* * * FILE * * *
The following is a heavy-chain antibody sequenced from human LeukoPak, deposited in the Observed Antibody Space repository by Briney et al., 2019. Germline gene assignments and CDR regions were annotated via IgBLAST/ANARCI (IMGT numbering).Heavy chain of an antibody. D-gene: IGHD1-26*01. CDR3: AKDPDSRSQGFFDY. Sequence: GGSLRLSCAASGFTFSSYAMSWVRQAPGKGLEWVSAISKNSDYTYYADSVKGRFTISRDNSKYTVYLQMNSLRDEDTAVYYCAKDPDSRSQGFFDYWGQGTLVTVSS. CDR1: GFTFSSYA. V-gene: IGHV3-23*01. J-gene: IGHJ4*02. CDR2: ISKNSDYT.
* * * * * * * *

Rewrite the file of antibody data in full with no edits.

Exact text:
The following is a heavy-chain antibody sequenced from human LeukoPak, deposited in the Observed Antibody Space repository by Briney et al., 2019. Germline gene assignments and CDR regions were annotated via IgBLAST/ANARCI (IMGT numbering).Heavy chain of an antibody. D-gene: IGHD1-26*01. CDR3: AKDPDSRSQGFFDY. Sequence: GGSLRLSCAASGFTFSSYAMSWVRQAPGKGLEWVSAISKNSDYTYYADSVKGRFTISRDNSKYTVYLQMNSLRDEDTAVYYCAKDPDSRSQGFFDYWGQGTLVTVSS. CDR1: GFTFSSYA. V-gene: IGHV3-23*01. J-gene: IGHJ4*02. CDR2: ISKNSDYT.